However, a revolt soon broke out in Catalonia, led by the viscount of Cardona and abetted by Roger-Bernard III of Foix, Arnold Roger I of Pallars Sobirà, and Ermengol X of Urgell.[2] The rebels had grown a hatred for Peter in response to the severity of his dealings with them in the days of his father. Now, as king, they opposed him for not summoning the Catalan corts, or assembly, and confirming its privileges.

At the same time, a succession crisis continued in the County of Urgell. When Count Álvaro died in 1268, the families of his two wives, Constance, a daughter of Pedro Moncada of Béarn, and Cecilia, a daughter of Roger-Bernard II of Foix, began a long fight over the inheritance of his county. Meanwhile, a good portion of the county had been repossessed by James and thus inherited by Peter. In 1278, Armengol X, Álvaro's eldest son, succeeded in recovering most of his lost patrimony and came to an agreement with Peter whereby he recognised the latter as his suzerain.[3]

In 1280, Peter defeated the stewing rebellion led by Roger-Berengar III after besieging the rebels in Balaguer for a month. Most of the rebel leaders were imprisoned in Lleida until 1281, while Roger-Bernard was imprisoned until 1284.

[edit] Wars abroad

[edit] Africa

When the Hafsid Emir of Tunisia, Muhammad I al-Mustansir, who had put himself under James the Conqueror, died in 1277, Tunisia threw off the yoke of Aragonese suzerainty.[4] Peter first sent an expedition to Tunis in 1280 under Conrad de Llansa designed to re-establish his suzerainty.[5] In 1281, he himself prepared to lead a fleet of 140 ships with 15,000 men to invade Tunisia on behalf of the governor of Constantine.[6] The fleet landed at Alcoyll in 1282 and the troops began to fortify themselves in. It was these Aragonese troops that received a Sicilian embassy after the Vespers of 30 March asking Peter to take their throne from Charles of Anjou.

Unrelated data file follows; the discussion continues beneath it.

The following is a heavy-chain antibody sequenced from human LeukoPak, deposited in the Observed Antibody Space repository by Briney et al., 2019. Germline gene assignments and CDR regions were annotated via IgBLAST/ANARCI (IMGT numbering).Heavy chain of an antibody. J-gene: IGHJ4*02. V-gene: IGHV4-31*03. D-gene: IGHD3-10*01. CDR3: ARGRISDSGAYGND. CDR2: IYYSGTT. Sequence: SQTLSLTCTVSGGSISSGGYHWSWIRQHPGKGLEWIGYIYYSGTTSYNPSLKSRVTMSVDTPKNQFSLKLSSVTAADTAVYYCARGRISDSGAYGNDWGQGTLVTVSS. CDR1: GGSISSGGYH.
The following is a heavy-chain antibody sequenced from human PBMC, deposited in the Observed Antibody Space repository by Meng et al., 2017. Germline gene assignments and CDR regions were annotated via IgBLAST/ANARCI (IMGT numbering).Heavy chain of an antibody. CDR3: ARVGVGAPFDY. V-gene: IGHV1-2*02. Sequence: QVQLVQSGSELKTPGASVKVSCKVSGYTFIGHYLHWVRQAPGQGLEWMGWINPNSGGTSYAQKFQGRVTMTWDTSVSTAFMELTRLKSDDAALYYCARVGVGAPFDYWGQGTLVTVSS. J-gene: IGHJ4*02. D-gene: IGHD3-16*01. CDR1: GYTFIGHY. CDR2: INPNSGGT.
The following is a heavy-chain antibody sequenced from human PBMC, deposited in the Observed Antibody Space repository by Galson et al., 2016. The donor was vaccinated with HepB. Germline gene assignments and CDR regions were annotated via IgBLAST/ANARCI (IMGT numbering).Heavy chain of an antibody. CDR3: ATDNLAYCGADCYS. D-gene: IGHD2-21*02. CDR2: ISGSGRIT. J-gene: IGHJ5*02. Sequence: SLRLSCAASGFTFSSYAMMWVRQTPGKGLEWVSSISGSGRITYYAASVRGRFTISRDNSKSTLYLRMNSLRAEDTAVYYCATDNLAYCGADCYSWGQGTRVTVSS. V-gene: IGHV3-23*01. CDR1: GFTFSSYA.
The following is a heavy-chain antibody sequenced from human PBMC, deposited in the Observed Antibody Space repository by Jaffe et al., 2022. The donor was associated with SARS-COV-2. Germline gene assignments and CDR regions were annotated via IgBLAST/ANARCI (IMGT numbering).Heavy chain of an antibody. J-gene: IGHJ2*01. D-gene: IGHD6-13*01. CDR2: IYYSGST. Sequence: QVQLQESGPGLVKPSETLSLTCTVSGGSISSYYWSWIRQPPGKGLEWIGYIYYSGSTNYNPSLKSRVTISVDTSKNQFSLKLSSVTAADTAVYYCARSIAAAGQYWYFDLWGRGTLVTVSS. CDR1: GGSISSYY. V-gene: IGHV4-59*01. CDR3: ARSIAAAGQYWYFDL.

[edit] Italy

Main article: War of the Sicilian Vespers

Peter was the direct descendant and the heir-general of the Mafalda, daughter of Robert Guiscard, Duke of Apulia, the Norman conqueror, and his official wife Sigelgaita, daughter of a Lombard prince, Guaimar IV of Salerno. Thus, he stood at the end of the Hauteville succession to Sicily. After the ducal family of Apulia became extinct with William II in 1127, Mafalda's heirs (then counts of Barcelona) apparently became de jure heirs of Guiscard and Sigelgaita: thus Peter was dormantly a claimant to the Norman succession of southern Italy. More directly, he was the heir of Manfred in right of his wife. The Two Sicilies were to be a tenaciously-pursued inheritance for the Aragonese royal house and its heirs for the next five centuries.